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Economic Imbalances: New Zealand's Structural Challenge WP 11/03

1  Introduction

Increases in New Zealand's offshore and private debts are features of New Zealand's economy going back at least 30 years. This build-up in debt reflects persistently higher investment than saving (income less consumption) at a national and private sector level, particularly households. These trends, together with farm and house prices having moved significantly away from historical long-term average levels, are often represented as indicating that the economy has significant “imbalances”.

Despite these imbalances having reached relatively high levels, New Zealand's economy has remained relatively resilient to financial crisis and global economic cycles. Nevertheless, economic imbalances now have a greater profile both in New Zealand and internationally given their relationship with the recent global financial crisis (GFC).[2]

The Treasury is concerned about significant threats to New Zealand's growth prospects. Therefore, of special interest to the Treasury, is that New Zealand shares some of the imbalance characteristics of the economies that fared particularly poorly in the GFC. However, New Zealand has not suffered the same fate through the GFC. The presence of imbalances in New Zealand did not magnify the adverse economic impacts of the GFC as it did for some countries, although they are impacting on how quickly the economy is recovering from the recession. The reasons for this outcome need to be understood to know whether this resilience can endure.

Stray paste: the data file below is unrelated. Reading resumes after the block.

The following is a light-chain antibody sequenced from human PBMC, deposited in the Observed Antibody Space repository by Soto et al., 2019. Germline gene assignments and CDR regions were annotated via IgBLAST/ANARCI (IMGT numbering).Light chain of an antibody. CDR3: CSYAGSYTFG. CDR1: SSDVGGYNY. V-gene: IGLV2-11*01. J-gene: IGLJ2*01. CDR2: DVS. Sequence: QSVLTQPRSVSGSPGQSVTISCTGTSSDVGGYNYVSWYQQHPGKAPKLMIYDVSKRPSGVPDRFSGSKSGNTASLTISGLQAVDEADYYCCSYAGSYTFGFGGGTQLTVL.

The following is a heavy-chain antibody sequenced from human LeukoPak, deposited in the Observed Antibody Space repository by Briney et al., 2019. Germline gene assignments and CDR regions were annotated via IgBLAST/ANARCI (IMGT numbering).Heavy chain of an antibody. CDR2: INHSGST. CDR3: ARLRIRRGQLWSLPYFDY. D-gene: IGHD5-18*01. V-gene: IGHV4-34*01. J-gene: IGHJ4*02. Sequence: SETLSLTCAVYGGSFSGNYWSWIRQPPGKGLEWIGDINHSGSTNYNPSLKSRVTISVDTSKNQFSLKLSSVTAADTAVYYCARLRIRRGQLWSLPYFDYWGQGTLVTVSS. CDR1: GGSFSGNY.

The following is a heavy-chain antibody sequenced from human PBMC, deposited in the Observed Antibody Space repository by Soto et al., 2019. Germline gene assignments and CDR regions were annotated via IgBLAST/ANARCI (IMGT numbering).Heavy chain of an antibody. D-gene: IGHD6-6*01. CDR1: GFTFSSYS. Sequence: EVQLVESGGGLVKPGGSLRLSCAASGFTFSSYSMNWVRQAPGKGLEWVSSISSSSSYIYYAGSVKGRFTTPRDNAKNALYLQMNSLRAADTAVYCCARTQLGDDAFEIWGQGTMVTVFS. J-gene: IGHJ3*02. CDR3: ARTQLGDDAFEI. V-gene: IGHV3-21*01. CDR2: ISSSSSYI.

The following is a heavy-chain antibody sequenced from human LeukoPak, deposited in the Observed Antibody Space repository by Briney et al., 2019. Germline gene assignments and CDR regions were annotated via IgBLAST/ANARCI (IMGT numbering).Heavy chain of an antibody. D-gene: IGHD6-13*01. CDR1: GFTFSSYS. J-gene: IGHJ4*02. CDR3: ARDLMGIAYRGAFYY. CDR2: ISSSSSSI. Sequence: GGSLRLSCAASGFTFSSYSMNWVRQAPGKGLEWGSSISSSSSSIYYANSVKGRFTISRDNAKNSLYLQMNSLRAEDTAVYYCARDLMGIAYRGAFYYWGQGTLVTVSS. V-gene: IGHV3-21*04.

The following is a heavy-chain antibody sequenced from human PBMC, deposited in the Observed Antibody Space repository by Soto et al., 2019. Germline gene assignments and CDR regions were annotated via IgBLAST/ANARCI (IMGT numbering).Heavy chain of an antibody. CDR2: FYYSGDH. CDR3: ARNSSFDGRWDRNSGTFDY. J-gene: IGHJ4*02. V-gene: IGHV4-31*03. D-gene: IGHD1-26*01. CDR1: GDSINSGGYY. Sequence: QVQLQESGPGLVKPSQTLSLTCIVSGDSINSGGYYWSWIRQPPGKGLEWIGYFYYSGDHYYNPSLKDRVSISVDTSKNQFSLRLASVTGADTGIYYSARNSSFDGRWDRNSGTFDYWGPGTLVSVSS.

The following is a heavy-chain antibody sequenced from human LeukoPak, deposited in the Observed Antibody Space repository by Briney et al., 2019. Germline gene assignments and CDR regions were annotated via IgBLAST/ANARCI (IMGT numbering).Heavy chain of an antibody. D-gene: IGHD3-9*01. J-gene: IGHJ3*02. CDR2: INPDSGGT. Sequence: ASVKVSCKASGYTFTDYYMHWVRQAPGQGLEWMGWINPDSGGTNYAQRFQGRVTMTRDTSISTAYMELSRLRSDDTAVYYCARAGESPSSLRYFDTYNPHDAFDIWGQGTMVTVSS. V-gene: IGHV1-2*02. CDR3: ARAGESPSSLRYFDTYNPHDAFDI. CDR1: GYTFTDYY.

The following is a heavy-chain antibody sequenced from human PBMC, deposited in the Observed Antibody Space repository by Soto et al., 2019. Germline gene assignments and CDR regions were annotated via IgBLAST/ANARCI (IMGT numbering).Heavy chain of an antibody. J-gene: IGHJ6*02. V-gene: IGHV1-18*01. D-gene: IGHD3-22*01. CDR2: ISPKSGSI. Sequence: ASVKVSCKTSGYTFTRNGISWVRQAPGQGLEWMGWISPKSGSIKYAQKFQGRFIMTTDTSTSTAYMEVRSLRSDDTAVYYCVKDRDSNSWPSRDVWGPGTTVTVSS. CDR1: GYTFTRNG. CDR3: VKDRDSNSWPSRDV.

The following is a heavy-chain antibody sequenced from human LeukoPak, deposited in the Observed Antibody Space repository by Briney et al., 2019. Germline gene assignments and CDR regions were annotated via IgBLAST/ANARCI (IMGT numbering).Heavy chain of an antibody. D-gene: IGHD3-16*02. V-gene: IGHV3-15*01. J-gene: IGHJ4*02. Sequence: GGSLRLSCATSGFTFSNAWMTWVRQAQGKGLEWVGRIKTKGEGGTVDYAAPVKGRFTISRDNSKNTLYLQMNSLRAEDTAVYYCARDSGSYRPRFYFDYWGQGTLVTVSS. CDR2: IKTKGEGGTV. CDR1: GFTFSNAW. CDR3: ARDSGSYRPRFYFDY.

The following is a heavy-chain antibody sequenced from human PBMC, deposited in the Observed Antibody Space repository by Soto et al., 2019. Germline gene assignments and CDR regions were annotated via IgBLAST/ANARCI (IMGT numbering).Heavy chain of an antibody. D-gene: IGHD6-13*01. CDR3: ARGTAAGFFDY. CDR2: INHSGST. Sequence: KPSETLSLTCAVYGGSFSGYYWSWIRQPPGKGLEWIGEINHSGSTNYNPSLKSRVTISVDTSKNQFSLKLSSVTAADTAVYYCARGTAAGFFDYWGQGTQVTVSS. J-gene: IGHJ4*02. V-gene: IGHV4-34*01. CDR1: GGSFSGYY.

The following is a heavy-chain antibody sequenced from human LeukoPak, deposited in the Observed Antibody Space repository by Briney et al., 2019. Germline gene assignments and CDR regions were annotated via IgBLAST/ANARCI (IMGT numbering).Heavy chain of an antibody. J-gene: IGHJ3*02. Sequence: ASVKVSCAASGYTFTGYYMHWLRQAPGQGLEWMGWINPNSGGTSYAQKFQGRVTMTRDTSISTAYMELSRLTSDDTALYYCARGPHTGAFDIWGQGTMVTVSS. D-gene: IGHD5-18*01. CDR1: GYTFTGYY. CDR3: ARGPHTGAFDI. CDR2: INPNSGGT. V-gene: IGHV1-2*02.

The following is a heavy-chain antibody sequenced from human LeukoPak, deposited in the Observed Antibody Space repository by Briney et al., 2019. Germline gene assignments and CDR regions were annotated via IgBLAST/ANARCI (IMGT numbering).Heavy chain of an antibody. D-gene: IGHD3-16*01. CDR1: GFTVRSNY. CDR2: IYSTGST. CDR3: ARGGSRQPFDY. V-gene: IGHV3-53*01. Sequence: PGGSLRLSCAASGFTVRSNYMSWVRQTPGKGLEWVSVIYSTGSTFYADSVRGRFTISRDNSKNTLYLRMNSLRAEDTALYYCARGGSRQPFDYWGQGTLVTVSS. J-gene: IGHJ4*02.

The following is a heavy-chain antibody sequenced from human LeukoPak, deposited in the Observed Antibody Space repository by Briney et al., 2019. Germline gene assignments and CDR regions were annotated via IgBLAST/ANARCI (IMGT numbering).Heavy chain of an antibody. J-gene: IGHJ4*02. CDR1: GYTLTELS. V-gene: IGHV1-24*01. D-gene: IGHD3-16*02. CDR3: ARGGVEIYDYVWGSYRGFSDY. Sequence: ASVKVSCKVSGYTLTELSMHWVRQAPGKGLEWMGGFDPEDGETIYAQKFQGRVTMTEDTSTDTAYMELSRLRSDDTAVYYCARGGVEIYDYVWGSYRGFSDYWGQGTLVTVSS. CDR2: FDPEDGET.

In general, the Treasury has been considering imbalances more over the last few years. Building on work made public in 2005 (Treasury, 2005) and 2007 (Treasury, 2007), in 2010 the Treasury published a discussion document (Treasury, 2010b). The purpose of that document was to assist the independent Savings Working Group in examining options to strengthen national savings (Savings Working Group, 2011). A key issue for the Treasury discussion document was the link between national saving and imbalances, and to discuss the range of policy options to address national saving and imbalances.

This paper is part of a package of Treasury publications that consider a range of contemporary macroeconomic challenges. It examines:

  • the nature of New Zealand's imbalances, and their connections and drivers;
  • associated risks that stem from the imbalances, and the factors that contribute to, or detract from, New Zealand's resilience;
  • whether New Zealand's resilience is sufficient by drawing on parallels with the recent international GFC experiences;
  • plausible scenarios that could eventuate if imbalances continue to grow unabated; and
  • options to further increase resilience.

These are important issues that need to be researched over time. This paper is part of that process. A further exploration of these issues will be likely in the context of the June 2011 joint Treasury, Reserve Bank of New Zealand (RBNZ), and Victoria University of Wellington macroeconomic policy forum “New Zealand's Macroeconomic Imbalances - Causes and Remedies”.[3]

Notes

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